Makeup for Chuseok / Natural Makeup Tutorial

    Gahh... I've been scrabbling to upload this even though it's the middle of the week because today is Chuseok or the Harvest Moon Festival! Chuseok is, roughly speaking, the Korean equivalent to Thanksgiving but with much more cultural significance.  Besides giving thanks for the year's good harvest, it is also to commemorate their ancestors by "inviting" them to visit with delicious foods and a little ceremony (jesa). You can do jesa at your ancestors' graves or at home with a little table of food set out for your ancestors to partake. For this ceremony, many chicas wear hanboks, since it is just about one of the only times of the year to wear it ;)

    Traditionally, hanbok makeup required red or dark lipstick to give that 'formal' air with your hair tightly pulled back in a low bun with no bangs. I went the traditional route with my hair just for was a pain getting all those unruly strands pinned back :P You can't see it but I have about 20 bobby pins in my hair.  Nowadays, though older women and performers still wear hanbok makeup this way, girls in their twenties and teen usually go for the "naturally wholesome, healthy and innocent" look - big surprise there huh ;)? Hanbok hairstyles have gotten more lax too but personally I think it's best to wear hair pulled back at least a bit to show off the hanbok :] Lots of girls do braids now with their hanbok.

    In honor of Chuseok I put together a vid where I attempted to roll Chuseok trivia and a makeup tutorial into it's a lot longer than I'd like :P But I hope you guys like ^_^v!

    [I'm not very happy with this tutorial, as it was the very first one I recorded.
    I'll redo this look some time soon.]

    The look I do in this tutorial is basically a very natural look or as Koreans like to say "bare face makeup." Hence all the contouring and highlighting :) (though I think I may have gone overboard with the contouring *sigh*) and I also just realized I forgot to highlight my browbone :P I must practice this filming thing more~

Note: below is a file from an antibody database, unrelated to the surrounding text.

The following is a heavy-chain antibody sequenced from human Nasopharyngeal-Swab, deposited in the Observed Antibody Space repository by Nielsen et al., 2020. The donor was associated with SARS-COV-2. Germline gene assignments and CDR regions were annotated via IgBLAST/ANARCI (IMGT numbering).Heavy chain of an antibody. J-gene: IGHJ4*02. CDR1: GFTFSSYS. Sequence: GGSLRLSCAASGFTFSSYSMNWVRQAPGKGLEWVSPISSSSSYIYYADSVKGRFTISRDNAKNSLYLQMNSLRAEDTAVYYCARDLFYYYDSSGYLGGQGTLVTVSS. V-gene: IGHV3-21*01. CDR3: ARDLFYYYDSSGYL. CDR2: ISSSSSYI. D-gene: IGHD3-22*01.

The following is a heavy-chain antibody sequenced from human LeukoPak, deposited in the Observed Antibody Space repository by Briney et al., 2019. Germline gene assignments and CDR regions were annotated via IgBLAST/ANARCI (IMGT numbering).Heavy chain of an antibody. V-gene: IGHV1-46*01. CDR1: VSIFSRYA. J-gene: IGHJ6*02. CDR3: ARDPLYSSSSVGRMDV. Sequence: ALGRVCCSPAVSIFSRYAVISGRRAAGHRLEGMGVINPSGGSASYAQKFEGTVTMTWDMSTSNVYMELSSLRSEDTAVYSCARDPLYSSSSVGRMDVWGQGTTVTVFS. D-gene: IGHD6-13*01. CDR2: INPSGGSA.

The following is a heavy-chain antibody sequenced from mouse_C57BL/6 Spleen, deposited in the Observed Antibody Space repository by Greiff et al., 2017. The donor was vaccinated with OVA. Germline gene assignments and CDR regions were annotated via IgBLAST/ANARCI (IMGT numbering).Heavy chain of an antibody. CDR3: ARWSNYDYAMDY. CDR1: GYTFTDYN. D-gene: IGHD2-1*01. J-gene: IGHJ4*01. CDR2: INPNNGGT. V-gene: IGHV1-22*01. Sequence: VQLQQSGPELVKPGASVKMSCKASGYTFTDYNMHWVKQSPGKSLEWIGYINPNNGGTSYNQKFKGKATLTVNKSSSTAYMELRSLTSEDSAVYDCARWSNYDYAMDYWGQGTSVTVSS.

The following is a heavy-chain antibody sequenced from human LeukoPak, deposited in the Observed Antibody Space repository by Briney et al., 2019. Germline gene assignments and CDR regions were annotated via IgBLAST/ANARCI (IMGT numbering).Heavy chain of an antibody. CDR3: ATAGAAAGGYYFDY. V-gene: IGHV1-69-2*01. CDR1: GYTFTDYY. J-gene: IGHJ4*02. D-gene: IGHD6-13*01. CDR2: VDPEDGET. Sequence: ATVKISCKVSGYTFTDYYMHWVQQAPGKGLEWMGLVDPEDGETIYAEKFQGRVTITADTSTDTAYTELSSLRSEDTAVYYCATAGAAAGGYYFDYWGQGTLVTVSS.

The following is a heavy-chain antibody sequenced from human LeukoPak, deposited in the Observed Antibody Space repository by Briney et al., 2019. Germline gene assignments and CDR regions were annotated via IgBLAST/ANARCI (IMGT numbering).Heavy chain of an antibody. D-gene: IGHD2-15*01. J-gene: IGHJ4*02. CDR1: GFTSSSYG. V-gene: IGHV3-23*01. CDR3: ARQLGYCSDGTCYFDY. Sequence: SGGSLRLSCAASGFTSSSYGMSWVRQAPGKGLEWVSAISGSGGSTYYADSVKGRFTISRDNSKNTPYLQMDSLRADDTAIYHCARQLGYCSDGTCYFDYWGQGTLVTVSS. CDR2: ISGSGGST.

I got this hanbok made at Namdaemun Market in Seoul, Korea for a pittance :D  I like it a lot although I wish I picked more cheerful colors...I must have been in an emo mood when I picked the fabric ^^

    I can never get the bow right :(
    Chuseok can be a pain for wives (especially the wife married to the eldest son) in 'really' traditional families though because they have make a buttload of food for the ceremonies and families coming over. And some have to make all this food in a hanbok - yeah, imagine sweating all day in the kitchen in a floor length dress :P  In fact, it was once said that Chuseuk was "a man's holiday."   Thankfully, in modern times you can often pre-order most of the food and wear the hanbok for just the ceremonies :) Despite the patriarchal overtones, overall, Chuseok is about family - even moreso in Korea than in America.  In Korea, the three days are spent not just eating delectable traditional foods but also tidying up your ancestors' graves (aka trimming the grass, doing jesa etc) and just chillin' with family you may only see once a year :)

    Here's a pretty good read about what Chuseok is like for the curious and bored ^_^ Anyway, I hope everyone is having a good week.

    추석 잘 보내세요!
    (Have a good Chuseok!)

Total Pageviews